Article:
The U.S. healthcare system remains the greatest in the world. Constantly evolving to meet future generation’s needs, our nation’s vast network of medical professionals and cutting edge facilities continue to improve Americans’ health and life expectancy. However, this gold standard is not without its challenges. Rising costs have made access to care difficult for many, and impossible for some. In response and without a single Republican vote in favor, the Obama Administration crafted and rammed through Congress a massive piece of legislation which only worsens the problem.
I, along with a majority of Americans, believe that putting the federal government in charge of healthcare decision making is a mistake. Since the law’s passage in 2009, there have been nearly 20,000 pages of regulations “associated” with Patient Protection and Affordable Care Act (PPACA), otherwise referred to as Obamacare. The Administration issued a staggering 828 pages of regulations in one single day. The proposed bureaucracy and potential elimination of free market forces will lead to widespread inefficiency and even higher costs.
The PPACA cuts more than $500 billion from Medicare and uses it to establish a new entitlement program subsidizing government-approved healthcare. Nearly one quarter of all seniors depend on Medicare Advantage, the private health care option within Medicare. According to CMS actuaries, 7.4 million seniors using the Medicare Advantage plan in 2017 will lose access to their plan due to $206 billion in cuts the ACA took from the program.
The Congressional Budget Office (CBO) predicts that health insurance premiums for Americans buying private health coverage on their own will increase by $2,100 in 2016 compared to what would have happened without the healthcare reform law. In Alaska, health insurance premiums for Alaskans purchasing on the individual (small) market are expected to increase by 30%-80%.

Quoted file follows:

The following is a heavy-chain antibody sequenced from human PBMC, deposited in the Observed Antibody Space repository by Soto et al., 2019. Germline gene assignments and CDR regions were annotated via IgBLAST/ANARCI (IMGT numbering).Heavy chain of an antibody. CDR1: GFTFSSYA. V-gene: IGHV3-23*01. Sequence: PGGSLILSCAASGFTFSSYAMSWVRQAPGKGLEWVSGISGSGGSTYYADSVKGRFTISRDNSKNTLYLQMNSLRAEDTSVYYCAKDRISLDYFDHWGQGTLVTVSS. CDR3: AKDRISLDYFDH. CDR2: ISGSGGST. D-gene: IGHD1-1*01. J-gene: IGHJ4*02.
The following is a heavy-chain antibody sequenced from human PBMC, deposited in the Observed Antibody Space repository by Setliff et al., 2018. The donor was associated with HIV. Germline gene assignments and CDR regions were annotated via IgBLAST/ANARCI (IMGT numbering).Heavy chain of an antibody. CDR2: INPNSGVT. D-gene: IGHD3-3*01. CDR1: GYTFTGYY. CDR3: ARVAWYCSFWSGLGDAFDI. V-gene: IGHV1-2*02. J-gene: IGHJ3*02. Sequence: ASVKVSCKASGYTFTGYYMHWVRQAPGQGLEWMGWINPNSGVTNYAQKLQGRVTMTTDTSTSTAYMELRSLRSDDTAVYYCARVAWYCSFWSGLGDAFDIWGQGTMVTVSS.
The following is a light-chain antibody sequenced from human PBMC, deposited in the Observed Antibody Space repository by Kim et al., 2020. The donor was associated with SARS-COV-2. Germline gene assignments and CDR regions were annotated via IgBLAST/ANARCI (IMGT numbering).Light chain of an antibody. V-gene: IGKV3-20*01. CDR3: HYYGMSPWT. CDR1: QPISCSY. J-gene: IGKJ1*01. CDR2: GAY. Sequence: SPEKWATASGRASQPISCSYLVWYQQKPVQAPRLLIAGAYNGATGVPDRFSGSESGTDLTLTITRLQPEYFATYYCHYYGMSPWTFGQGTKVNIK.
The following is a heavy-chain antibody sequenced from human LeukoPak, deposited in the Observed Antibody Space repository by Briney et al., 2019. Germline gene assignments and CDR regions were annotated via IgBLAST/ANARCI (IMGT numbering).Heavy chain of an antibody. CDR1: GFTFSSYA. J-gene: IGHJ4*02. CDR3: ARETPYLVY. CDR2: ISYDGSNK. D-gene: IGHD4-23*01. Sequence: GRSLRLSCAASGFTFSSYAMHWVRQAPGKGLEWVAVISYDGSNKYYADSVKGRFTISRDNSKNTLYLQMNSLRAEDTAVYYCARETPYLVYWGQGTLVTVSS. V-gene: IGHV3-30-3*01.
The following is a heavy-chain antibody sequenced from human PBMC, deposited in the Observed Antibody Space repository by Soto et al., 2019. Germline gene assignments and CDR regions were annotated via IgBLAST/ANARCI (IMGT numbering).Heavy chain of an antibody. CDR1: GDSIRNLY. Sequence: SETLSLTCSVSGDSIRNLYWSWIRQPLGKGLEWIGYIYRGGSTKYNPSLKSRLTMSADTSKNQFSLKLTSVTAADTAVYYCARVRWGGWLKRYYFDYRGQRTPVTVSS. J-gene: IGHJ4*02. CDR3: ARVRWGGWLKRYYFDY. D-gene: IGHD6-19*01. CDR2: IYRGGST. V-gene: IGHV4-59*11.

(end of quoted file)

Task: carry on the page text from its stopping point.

Our current health care system is in need of reform. While two-thirds of Americans have health insurance coverage, mostly through benefits offered to them by their employer, there are nearly 44 million non-elderly uninsured. Some of these individuals work for small businesses that cannot afford to offer insurance like larger employers do; some make a conscious decision not to purchase insurance because they are young and healthy and do not want to spend the money on it; others have just fallen through the cracks. The PPACA takes the wrong approach by promising to subsidize health insurance for the millions of Americans now and work to reform healthcare costs later, seemingly ignoring our nation’s $16.7 trillion debt which rises every day.
I have voted over 40 times to repeal Obamacare. At the same time I am engaging in constant dialogue with my colleagues to find a better way forward in healthcare reform. We as lawmakers must reexamine falling Medicare/Medicaid reimbursement rates and find ways, where fiscally possible, to shift these cost cuts to areas that do not provide to irreplaceable services. We must decrease individuals’ use of health services later in life by improving our healthcare habits and preventative health outreach earlier in life. This should involve empowering states and localities, folks who know what their town needs, with innovative ways to engage youth and educate them on the importance of regular screenings and healthy lifestyle habits.
Finally, Congress should strive to improve efficiency in current medical practices by reviewing all innovative solutions which show improved patient outcomes at a lower cost. Considering how Alaskans know how to stretch a dollar better than most, I will continue to urge my colleagues and Administration officials to take notice of certain innovations underway in our State as they look for new ways to change the way primary care is delivered. I will continue working with my colleagues in Congress on health care reform legislation that would truly benefit Americans through better access, lower costs, and more flexibility and portability.